April 28 2015 Latest news:
Sunday, July 27, 2014
We’ll have to hurry if we want to enjoy the Swinleys’ garden near Southwold, for when the end of the season approaches – and it will probably be our very, very last chance. Steven Russell finds out why.
I’ve been asked not to labour the point, but Reydon Grove House is up for sale. It’s been home to Jim and Sarah Swinley for 34 years. “Don’t be too sentimental about it, will you – though I feel it,” Sarah says during a tour of the land in which they’ve invested more hours than they could count. They’re moving only because it’s all become too much work where they are.
So, with the elephant in the garden acknowledged and swiftly dispensed with, we’ll move quickly on to more intriguing things: like Miss Willmott’s Ghost.
Knowledgeable gardeners will know the perennial, with its spiky leaves and cone-like flower-heads, as Eryngium giganteum.
Ellen Willmott didn’t hail from a million miles away. Apparently, as a teenager in the mid-1870s, she came to live at Warley Place – south-west of Brentwood and close, today, to the M25.
The amateur horticulturalist was something of an eccentric. “When she visited people’s gardens, if she liked them she dropped some bits of seed,” says Sarah. “It’s very difficult to transplant, but not that uncommon.”
Miss Willmott’s Ghost is just one plant among dozens and dozens of rewarding inhabitants at Reydon Grove House, near Southwold.
The Swinleys moved there from Sussex when Jim became bursar of nearby Saint Felix School. Since then they’ve basically “made” the garden, which runs to probably an acre or an acre and a half.
They first opened it to the public to raise money for Suffolk Historic Churches Trust, which supports the repair and maintenance of churches, chapels and meeting houses around the county. Jim worked for them for many years, voluntarily.
Later, it opened as part of the National Gardens Scheme (which also benefits charity), and then helped medical aid organisation Médecins Sans Frontières and the local church.
Currently, donations from visitors – who have to make an appointment – are going to Southwold’s library, in North Green. “We’ve got an excellent girl running it and you know how libraries are so strapped now. Last year we gave them £150, from people being very generous with donations, and this year it will be well over £100. So it’s worth doing.”
Strictly speaking, the season ends on July 31, but the couple are happy to extend that for a week or two if the interest is there and people get in touch.
We stroll, and Sarah explains how they’ve turned the garden into what they wanted. A bed of heather had to go – she doesn’t like heather – to make way for other plants. “We call it the parterre, because it is a part error, my husband said – because we should never have dug it up.” Why? “Well, because it was more work!”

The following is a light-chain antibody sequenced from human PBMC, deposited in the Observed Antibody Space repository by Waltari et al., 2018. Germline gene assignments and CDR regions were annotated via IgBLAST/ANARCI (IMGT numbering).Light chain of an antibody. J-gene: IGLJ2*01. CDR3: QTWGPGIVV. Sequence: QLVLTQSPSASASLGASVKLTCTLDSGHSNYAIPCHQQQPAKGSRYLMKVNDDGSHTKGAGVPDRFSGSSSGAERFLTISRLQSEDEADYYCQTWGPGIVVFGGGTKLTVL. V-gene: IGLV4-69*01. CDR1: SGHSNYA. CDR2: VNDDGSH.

There was nothing planted in the back yard when they came – much has been added – and there have been changes to the vegetable garden area. Jim still works a patch, but some of it has been grassed over time and some turned into an orchard.
Sarah says she was long keen on gardening, becoming more passionate about it and plants as time went on. Her husband, she says, is more keen on growing his veg.
We walk past cheerful Argemone, and Achillea Paprika. “It ‘dies well’, which is very important with plants.”
There are many Euphorbia. “We have very sandy soil, and the result is that some things don’t like it. Phlox” – with their carpets of small and colourful flowers – “are difficult to grow, but Euphorbias, we’ve got about nine different ones. Roses don’t like it. They like a heavy clay soil and this is so light.”
Sarah says the plants in the garden have generally either been grown from seed, by her, or given to her.
“That you see all over Suffolk; all over this light, sandy soil,” she says, pointing to Russian sage – Perovskia atriplicifolia – with its lovely violet hue. “It loves it here.”
Euonymus alatus is apparently the burning bush of Bible fame – the plant featured in the Book of Exodus, when God appeared and told Moses to lead the Israelites into Canaan.
“Again, it dies well, which is very important in plants.” What does that mean, exactly? “It still looks OK when it’s dead; some things look very dreary!”
Over time, Sarah has put in more shrubs. “Verbena bonariensis does very well here. It’s just luck,” she smiles. “Daylilies are useful but don’t live very long.”
Quite a few plants came from a brother in law in Ireland who was quite a well-known gardener.
This year has seen quite a few opium poppies. “Normally I pull them up if they’re mauve, but if they’re that rather lovely red and black I leave them.
“This year the garden has been better than it’s ever been, I think, because we’ve had so much rain. That’s why Irish gardens are so good!”
There are several varieties of fern; Sarah loves them. A Japanese painted fern, for instance, is elegant and eyecatching.
The Tanacetum vulgare “Golden Feather” is a pretty shape, too. “That’s apparently on the endangered plants list, but it flourishes here.”
The garden lost about 13 trees during the great October storm of 1987, but, happily, many fine specimens survived. There’s a majestic and richly-coloured cut-leaved purple beech, for instance, that offers beneficial shade for other plants.
The Swinleys used to describe their garden as “owner-maintained”, but they do now have assistance in keeping the place looking glorious. They have someone to mow the grass, for instance, and today there’s a plantswoman in from Woottens of Wenhaston to help keep things ship-shape.
They might well leave, at some point in the nearish future, but they’ll doubtless take many happy memories with them of days spent tending the earth – and leave behind many visitors grateful to have enjoyed the beauty of Reydon Grove.
Potential visitors to the garden must make an appointment by calling 01502 723655.